Because information can be traded invisibly, so she can get it without the king knowing. But if she gets into the lady's room, the king will certainly take an interest in the matter. Further, how is she supposed to indicate which door is the right one in that case?
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Joldo
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Heh, my friend Nathan has said this:
She points to the door with the tiger. It leaps out as she begs her father to spare her true love's life. The tiger pads around, lies down, and goes to sleep, having been well-fed by her on steak the night before.

OR she bribes someone to put the Tiger and Lady behind the left-hand door, so when he opens the right, the problem has solved itself.

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TomDavidson
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I don't see why, if she's willing to kill her lover rather than risk losing him to a legally-mandated wife, she wouldn't be willing to kill his wife immediately after the hurried wedding.
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MEC
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I just can't seem to get myself to care...
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Katarain
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I know I'm supposed to have some sort of loyalty to the story because I was an English major, but I have to agree with AvidReader. While this story is pretty good, it started an annoying trend!

There are too many stories where the authors try to be trendy, so they leave the ending open. I think they're just being lazy. The Lady and the Tiger is an example of one of the better stories of this type--but unfortunately, too many authors try to imitate the technique. It's so tiring to invest time and attention in reading a short story only to have the author try to be artsy in the end.

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0Megabyte
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Tom: That's what I said!
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Scott R
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Wait-- Katarain, this is a bonifed story?

Like...that people study in classes?

Ugh. I thought it was something some overly philosophical ninth grader wrote up. As literature, it's horrible.

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aspectre
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If "he saw, by that power of quick perception which is given to those whose souls are one, that she knew behind which door crouched the tiger" and "He understood her nature", he'd also know whether she was pointing toward the lady or the tiger.
And then he'd choose the tiger.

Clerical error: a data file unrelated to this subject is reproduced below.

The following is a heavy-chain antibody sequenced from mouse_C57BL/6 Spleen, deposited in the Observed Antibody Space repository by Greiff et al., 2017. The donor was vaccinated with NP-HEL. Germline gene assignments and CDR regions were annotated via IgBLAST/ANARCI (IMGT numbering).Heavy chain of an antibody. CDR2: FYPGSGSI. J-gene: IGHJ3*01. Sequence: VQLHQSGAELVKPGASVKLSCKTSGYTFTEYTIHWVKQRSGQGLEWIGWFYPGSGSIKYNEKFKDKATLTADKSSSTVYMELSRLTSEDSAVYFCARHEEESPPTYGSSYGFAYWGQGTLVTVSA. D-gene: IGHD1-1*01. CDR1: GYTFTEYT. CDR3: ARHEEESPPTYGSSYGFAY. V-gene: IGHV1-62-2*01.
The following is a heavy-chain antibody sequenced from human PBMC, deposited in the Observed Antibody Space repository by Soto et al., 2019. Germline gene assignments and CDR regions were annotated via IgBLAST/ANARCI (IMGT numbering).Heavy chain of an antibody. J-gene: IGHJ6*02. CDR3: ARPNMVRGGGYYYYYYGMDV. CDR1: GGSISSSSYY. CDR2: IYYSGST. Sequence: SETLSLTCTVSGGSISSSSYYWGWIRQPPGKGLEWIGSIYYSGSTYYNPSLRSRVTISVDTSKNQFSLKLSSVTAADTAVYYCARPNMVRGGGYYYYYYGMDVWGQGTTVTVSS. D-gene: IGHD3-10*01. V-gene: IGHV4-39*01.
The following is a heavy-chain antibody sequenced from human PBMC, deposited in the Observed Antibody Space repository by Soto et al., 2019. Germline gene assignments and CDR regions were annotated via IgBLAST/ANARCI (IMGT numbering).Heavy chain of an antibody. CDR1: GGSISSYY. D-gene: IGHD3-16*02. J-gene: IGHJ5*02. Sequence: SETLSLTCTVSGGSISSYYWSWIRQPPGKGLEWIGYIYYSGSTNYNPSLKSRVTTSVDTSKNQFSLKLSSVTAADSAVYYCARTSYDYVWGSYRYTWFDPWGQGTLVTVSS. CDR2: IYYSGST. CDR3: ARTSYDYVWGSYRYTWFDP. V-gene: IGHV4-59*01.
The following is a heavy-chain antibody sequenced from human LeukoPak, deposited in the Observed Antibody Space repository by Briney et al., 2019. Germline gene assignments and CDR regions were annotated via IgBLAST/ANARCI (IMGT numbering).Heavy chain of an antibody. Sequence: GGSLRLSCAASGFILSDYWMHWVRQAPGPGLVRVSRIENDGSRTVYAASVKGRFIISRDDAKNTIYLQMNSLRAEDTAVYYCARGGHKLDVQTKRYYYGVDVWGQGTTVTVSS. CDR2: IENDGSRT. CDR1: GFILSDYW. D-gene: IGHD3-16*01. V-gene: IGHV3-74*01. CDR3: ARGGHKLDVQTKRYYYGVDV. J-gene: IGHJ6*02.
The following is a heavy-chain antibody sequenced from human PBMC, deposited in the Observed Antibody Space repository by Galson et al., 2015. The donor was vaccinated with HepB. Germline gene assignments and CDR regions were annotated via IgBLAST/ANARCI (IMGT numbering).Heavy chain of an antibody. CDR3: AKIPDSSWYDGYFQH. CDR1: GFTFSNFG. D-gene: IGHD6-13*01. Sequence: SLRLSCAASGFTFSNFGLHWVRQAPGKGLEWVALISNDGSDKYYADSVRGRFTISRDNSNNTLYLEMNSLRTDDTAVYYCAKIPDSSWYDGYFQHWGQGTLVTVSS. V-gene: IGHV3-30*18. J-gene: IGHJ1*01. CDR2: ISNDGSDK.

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Nathan2006
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I read it in tenth grade (Required reading).

It doesn't have an ending because the author, upon writing the story, soon lost interest, and didn't care about the characters anymore, so he stopped writing.

The story was then hailed as art, because the author was so cocky, that he thought he could just publish this story and see if anybody called him on it.

That's my theory, anyway.

Now for a random statement: I do remember on an episode of 'Daria', her friend Jane painted a picture of a woman with tiger stripes on her face.
"Get it, Daria? The Lady and the Tiger. Now you don't have to choose."

I thought it was funny.

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anti_maven
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My only comment is this:

There once was a lady from Niger,
who went for a ride on a tiger.
They returned from the ride,
with the lady inside,
and the smile on the face of the tiger.

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Amanecer
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I don't think we know nearly enough about the princess to have a good guess. We're told that she's jealous and barbaric. We're not remotely shown how that compares to her love for the man, her sense of justice, or her ability to feel guilty. I don't like the story because the characters are shallow and the question requires a deeper understanding of them than is presented.
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scholar
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I think the author gives more time to the jealousy because the woman is going to save her lover. She knows she will save him and so she is wallowing in self pity.
The beauty of this story is that it is ready made for an essay in a beginning lit class.